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in 1996, The Wagner Law Group is dedicated to the highest standards
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consultant and three paralegals combine many years of experience in
their fields of practice with a variety of backgrounds. Seven of
the attorneys are AV-rated by Martindale-Hubbell and six are
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August 3, 2017
Health and Welfare Law
Finds SPD to be Official Welfare
Fifth Circuit Court of Appeals, in Rhea v. Alan Ritchey, Inc.
Welfare Benefit Plan, has confirmed that a welfare benefit plan's
summary plan description ("SPD") could serve as the
official plan document. In making this ruling, the Fifth Circuit
expressly rejected the plaintiff's assertion that the Supreme Court's
decision in CIGNA Corp. v. Amara requires ERISA-covered plans
to maintain an official plan document and SPD as separate documents.
Background. In Rhea, a beneficiary under an
ERISA-covered welfare benefit plan received a settlement in
connection with injuries she incurred from medical malpractice. The
plan at issue operated using a single instrument as the plan document
and SPD. This document contained a provision that required
reimbursement of any benefits paid by the plan to a beneficiary in
the event that a third party paid a settlement to the beneficiary for
causing the injuries.
accordance with the plan's reimbursement provision, the plan sought
reimbursement from the beneficiary for the benefits paid. The
beneficiary responded by refusing to reimburse the plan, claiming
that the reimbursement provision was invalid because it was not
contained in an enforceable plan document. Specifically, the
beneficiary argued that the document was unenforceable because it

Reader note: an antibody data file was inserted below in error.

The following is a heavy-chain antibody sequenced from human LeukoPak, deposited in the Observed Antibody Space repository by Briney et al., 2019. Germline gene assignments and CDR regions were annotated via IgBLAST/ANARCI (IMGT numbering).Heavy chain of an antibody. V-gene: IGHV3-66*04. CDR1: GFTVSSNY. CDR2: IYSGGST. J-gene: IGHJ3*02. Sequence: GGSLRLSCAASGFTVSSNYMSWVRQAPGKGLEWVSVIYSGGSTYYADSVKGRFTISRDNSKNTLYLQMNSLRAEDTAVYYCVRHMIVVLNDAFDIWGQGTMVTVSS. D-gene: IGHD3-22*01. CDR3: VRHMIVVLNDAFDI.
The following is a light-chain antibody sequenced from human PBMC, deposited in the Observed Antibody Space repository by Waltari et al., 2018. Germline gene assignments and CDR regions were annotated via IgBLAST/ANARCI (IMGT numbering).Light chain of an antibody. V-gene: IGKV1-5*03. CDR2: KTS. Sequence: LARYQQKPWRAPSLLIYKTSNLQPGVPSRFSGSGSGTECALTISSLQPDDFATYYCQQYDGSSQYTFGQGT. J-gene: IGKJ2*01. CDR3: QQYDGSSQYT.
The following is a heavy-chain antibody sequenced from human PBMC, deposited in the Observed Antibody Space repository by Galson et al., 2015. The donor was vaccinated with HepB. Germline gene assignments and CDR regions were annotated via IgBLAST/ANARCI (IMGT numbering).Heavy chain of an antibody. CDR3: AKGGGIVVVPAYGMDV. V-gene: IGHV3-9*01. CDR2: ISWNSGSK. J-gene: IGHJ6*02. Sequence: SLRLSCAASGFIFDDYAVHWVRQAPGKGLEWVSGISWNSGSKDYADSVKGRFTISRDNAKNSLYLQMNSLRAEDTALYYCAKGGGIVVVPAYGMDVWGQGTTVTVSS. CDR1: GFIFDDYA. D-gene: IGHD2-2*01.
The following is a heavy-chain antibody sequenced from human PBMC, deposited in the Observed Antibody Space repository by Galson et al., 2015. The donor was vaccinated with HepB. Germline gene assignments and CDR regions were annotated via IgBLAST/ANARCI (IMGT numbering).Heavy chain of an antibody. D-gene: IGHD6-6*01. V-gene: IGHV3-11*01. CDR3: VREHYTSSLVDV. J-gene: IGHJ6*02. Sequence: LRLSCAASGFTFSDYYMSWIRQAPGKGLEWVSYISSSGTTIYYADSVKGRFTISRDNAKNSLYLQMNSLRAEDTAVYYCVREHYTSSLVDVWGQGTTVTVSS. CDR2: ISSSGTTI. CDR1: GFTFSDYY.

referenced an official plan document, which the plan did not have.
obtained a favorable judgment against the beneficiary from the
district court assigned to review the matter. In turn, the
beneficiary appealed the adverse decision to the Fifth Circuit.
Circuit. In reviewing the
matter, the Fifth Circuit rejected the beneficiary's contention that
a single document could not serve as both the plan's SPD and the
official plan document. The court noted that the document contained
all of the elements required by ERISA and, that unlike the facts in Amara,
there was no conflict between the document and other written
information concerning the plan. Accordingly, the Fifth Circuit
affirmed the lower court's decision in favor of the plan sponsor.
for Plan Sponsors. Rhea
confirms that courts will enforce an SPD as the official plan
document if it contains all of the elements required under ERISA and
does not conflict with any other plan-related documents. In view of
this fact, plan sponsors must be sure that their SPDs provide
accurate descriptions of the plans' benefits and meet ERISA's
requirements so that they can limit liability where applicable.
this decision, the SPD and the plan generally should be separate
documents because they serve conflicting purposes. An SPD must
provide information about the plan in language that can be understood
by the average participant while the plan document must contain all
legal detail needed to establish and maintain the employee benefit
v. Alan Ritchey, Inc. Welfare Benefit Plan is available at:
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